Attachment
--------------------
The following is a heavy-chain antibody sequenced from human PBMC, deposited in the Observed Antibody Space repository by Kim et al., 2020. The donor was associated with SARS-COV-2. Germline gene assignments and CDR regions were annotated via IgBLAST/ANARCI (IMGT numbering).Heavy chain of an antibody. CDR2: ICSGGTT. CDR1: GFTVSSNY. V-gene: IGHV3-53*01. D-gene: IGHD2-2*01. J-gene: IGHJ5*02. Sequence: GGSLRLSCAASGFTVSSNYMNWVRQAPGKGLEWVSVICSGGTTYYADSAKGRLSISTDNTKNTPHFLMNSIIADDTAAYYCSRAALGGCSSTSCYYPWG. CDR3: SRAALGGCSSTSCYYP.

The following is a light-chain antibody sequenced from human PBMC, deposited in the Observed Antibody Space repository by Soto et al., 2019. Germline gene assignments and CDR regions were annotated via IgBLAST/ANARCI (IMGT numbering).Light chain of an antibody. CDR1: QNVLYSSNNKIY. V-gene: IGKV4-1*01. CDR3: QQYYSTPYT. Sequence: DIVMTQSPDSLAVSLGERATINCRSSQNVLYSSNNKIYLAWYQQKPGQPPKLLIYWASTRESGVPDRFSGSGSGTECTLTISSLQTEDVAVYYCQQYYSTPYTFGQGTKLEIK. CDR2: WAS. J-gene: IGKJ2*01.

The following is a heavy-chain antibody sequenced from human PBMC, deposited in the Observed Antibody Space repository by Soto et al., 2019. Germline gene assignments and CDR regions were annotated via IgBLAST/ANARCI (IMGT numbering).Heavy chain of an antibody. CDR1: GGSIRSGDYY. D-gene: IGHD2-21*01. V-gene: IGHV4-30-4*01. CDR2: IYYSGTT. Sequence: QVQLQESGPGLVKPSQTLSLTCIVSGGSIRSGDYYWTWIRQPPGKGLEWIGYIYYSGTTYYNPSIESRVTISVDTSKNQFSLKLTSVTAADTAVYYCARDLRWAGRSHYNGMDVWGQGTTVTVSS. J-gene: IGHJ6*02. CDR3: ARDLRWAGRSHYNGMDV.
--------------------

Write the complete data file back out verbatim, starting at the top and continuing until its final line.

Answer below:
The following is a heavy-chain antibody sequenced from human PBMC, deposited in the Observed Antibody Space repository by Kim et al., 2020. The donor was associated with SARS-COV-2. Germline gene assignments and CDR regions were annotated via IgBLAST/ANARCI (IMGT numbering).Heavy chain of an antibody. CDR2: ICSGGTT. CDR1: GFTVSSNY. V-gene: IGHV3-53*01. D-gene: IGHD2-2*01. J-gene: IGHJ5*02. Sequence: GGSLRLSCAASGFTVSSNYMNWVRQAPGKGLEWVSVICSGGTTYYADSAKGRLSISTDNTKNTPHFLMNSIIADDTAAYYCSRAALGGCSSTSCYYPWG. CDR3: SRAALGGCSSTSCYYP.

The following is a light-chain antibody sequenced from human PBMC, deposited in the Observed Antibody Space repository by Soto et al., 2019. Germline gene assignments and CDR regions were annotated via IgBLAST/ANARCI (IMGT numbering).Light chain of an antibody. CDR1: QNVLYSSNNKIY. V-gene: IGKV4-1*01. CDR3: QQYYSTPYT. Sequence: DIVMTQSPDSLAVSLGERATINCRSSQNVLYSSNNKIYLAWYQQKPGQPPKLLIYWASTRESGVPDRFSGSGSGTECTLTISSLQTEDVAVYYCQQYYSTPYTFGQGTKLEIK. CDR2: WAS. J-gene: IGKJ2*01.

The following is a heavy-chain antibody sequenced from human PBMC, deposited in the Observed Antibody Space repository by Soto et al., 2019. Germline gene assignments and CDR regions were annotated via IgBLAST/ANARCI (IMGT numbering).Heavy chain of an antibody. CDR1: GGSIRSGDYY. D-gene: IGHD2-21*01. V-gene: IGHV4-30-4*01. CDR2: IYYSGTT. Sequence: QVQLQESGPGLVKPSQTLSLTCIVSGGSIRSGDYYWTWIRQPPGKGLEWIGYIYYSGTTYYNPSIESRVTISVDTSKNQFSLKLTSVTAADTAVYYCARDLRWAGRSHYNGMDVWGQGTTVTVSS. J-gene: IGHJ6*02. CDR3: ARDLRWAGRSHYNGMDV.